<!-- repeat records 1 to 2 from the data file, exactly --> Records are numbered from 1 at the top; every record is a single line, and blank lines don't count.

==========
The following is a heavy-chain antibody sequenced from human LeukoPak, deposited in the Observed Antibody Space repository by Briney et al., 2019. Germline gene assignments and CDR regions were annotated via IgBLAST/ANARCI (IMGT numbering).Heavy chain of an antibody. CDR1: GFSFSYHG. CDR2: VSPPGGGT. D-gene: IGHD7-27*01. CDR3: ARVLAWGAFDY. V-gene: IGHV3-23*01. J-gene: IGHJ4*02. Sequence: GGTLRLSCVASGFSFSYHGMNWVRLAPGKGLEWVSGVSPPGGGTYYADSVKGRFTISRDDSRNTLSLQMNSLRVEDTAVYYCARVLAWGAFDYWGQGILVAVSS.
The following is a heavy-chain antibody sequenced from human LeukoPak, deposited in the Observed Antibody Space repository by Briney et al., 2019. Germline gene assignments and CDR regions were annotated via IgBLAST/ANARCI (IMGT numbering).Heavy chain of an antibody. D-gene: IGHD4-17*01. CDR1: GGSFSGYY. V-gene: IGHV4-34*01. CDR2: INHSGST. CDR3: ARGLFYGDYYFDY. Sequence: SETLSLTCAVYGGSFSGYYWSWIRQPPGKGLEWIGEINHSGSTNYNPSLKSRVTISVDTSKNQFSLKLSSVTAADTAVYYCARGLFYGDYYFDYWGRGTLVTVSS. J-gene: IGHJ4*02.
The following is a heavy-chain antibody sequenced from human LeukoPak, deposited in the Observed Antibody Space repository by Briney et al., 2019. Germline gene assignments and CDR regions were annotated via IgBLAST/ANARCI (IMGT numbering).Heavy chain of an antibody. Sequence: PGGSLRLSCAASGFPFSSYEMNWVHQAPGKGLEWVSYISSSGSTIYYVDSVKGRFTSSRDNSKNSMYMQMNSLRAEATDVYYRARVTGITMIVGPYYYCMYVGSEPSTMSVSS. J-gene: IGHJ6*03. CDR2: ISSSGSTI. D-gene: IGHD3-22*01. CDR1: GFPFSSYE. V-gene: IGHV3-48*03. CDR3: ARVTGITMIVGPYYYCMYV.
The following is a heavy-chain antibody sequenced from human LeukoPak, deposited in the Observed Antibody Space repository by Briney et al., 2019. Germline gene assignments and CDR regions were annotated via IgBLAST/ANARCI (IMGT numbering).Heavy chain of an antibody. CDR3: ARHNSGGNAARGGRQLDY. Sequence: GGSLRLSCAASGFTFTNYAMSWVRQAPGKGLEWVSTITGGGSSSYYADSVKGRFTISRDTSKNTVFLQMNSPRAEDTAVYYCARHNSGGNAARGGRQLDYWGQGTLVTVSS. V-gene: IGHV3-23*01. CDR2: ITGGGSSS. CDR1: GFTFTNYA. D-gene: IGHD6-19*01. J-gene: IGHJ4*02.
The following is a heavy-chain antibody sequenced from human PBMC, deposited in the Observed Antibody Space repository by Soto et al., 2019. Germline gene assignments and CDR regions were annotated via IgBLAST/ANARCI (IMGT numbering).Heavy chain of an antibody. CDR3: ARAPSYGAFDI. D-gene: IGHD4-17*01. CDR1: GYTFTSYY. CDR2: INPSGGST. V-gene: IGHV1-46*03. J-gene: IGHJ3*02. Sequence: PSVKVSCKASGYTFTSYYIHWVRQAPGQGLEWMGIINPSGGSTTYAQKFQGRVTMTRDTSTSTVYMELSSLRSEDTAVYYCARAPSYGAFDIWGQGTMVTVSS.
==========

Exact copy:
The following is a heavy-chain antibody sequenced from human LeukoPak, deposited in the Observed Antibody Space repository by Briney et al., 2019. Germline gene assignments and CDR regions were annotated via IgBLAST/ANARCI (IMGT numbering).Heavy chain of an antibody. CDR1: GFSFSYHG. CDR2: VSPPGGGT. D-gene: IGHD7-27*01. CDR3: ARVLAWGAFDY. V-gene: IGHV3-23*01. J-gene: IGHJ4*02. Sequence: GGTLRLSCVASGFSFSYHGMNWVRLAPGKGLEWVSGVSPPGGGTYYADSVKGRFTISRDDSRNTLSLQMNSLRVEDTAVYYCARVLAWGAFDYWGQGILVAVSS.
The following is a heavy-chain antibody sequenced from human LeukoPak, deposited in the Observed Antibody Space repository by Briney et al., 2019. Germline gene assignments and CDR regions were annotated via IgBLAST/ANARCI (IMGT numbering).Heavy chain of an antibody. D-gene: IGHD4-17*01. CDR1: GGSFSGYY. V-gene: IGHV4-34*01. CDR2: INHSGST. CDR3: ARGLFYGDYYFDY. Sequence: SETLSLTCAVYGGSFSGYYWSWIRQPPGKGLEWIGEINHSGSTNYNPSLKSRVTISVDTSKNQFSLKLSSVTAADTAVYYCARGLFYGDYYFDYWGRGTLVTVSS. J-gene: IGHJ4*02.